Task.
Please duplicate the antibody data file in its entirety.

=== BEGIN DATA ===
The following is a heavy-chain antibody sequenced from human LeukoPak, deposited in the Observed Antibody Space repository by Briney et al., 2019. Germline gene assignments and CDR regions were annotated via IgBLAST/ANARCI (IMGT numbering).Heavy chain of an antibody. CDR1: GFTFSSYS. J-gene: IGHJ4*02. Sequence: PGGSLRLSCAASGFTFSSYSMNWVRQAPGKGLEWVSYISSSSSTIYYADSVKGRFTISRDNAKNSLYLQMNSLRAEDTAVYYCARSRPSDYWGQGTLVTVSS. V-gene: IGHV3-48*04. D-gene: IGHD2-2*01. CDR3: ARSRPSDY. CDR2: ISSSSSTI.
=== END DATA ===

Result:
The following is a heavy-chain antibody sequenced from human LeukoPak, deposited in the Observed Antibody Space repository by Briney et al., 2019. Germline gene assignments and CDR regions were annotated via IgBLAST/ANARCI (IMGT numbering).Heavy chain of an antibody. CDR1: GFTFSSYS. J-gene: IGHJ4*02. Sequence: PGGSLRLSCAASGFTFSSYSMNWVRQAPGKGLEWVSYISSSSSTIYYADSVKGRFTISRDNAKNSLYLQMNSLRAEDTAVYYCARSRPSDYWGQGTLVTVSS. V-gene: IGHV3-48*04. D-gene: IGHD2-2*01. CDR3: ARSRPSDY. CDR2: ISSSSSTI.